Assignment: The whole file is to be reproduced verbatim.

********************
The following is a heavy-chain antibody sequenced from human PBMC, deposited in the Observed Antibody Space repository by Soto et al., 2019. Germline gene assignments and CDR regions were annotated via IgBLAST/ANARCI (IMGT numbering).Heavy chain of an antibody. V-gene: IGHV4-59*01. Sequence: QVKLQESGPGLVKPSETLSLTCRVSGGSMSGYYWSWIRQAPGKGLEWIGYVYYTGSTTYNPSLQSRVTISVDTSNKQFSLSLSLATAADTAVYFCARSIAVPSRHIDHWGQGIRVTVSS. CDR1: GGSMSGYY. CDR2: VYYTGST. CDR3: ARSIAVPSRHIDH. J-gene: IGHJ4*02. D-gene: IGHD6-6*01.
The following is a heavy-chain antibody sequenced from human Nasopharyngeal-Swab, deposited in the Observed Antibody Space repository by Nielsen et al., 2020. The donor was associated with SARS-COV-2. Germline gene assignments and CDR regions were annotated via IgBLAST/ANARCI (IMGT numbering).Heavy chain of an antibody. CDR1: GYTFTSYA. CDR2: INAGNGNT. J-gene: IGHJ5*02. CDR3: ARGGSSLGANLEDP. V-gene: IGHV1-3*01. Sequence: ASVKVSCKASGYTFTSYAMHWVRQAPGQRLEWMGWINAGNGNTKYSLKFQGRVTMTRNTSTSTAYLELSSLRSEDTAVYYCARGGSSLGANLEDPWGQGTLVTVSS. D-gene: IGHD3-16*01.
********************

The following is a heavy-chain antibody sequenced from human PBMC, deposited in the Observed Antibody Space repository by Soto et al., 2019. Germline gene assignments and CDR regions were annotated via IgBLAST/ANARCI (IMGT numbering).Heavy chain of an antibody. V-gene: IGHV4-59*01. Sequence: QVKLQESGPGLVKPSETLSLTCRVSGGSMSGYYWSWIRQAPGKGLEWIGYVYYTGSTTYNPSLQSRVTISVDTSNKQFSLSLSLATAADTAVYFCARSIAVPSRHIDHWGQGIRVTVSS. CDR1: GGSMSGYY. CDR2: VYYTGST. CDR3: ARSIAVPSRHIDH. J-gene: IGHJ4*02. D-gene: IGHD6-6*01.
The following is a heavy-chain antibody sequenced from human Nasopharyngeal-Swab, deposited in the Observed Antibody Space repository by Nielsen et al., 2020. The donor was associated with SARS-COV-2. Germline gene assignments and CDR regions were annotated via IgBLAST/ANARCI (IMGT numbering).Heavy chain of an antibody. CDR1: GYTFTSYA. CDR2: INAGNGNT. J-gene: IGHJ5*02. CDR3: ARGGSSLGANLEDP. V-gene: IGHV1-3*01. Sequence: ASVKVSCKASGYTFTSYAMHWVRQAPGQRLEWMGWINAGNGNTKYSLKFQGRVTMTRNTSTSTAYLELSSLRSEDTAVYYCARGGSSLGANLEDPWGQGTLVTVSS. D-gene: IGHD3-16*01.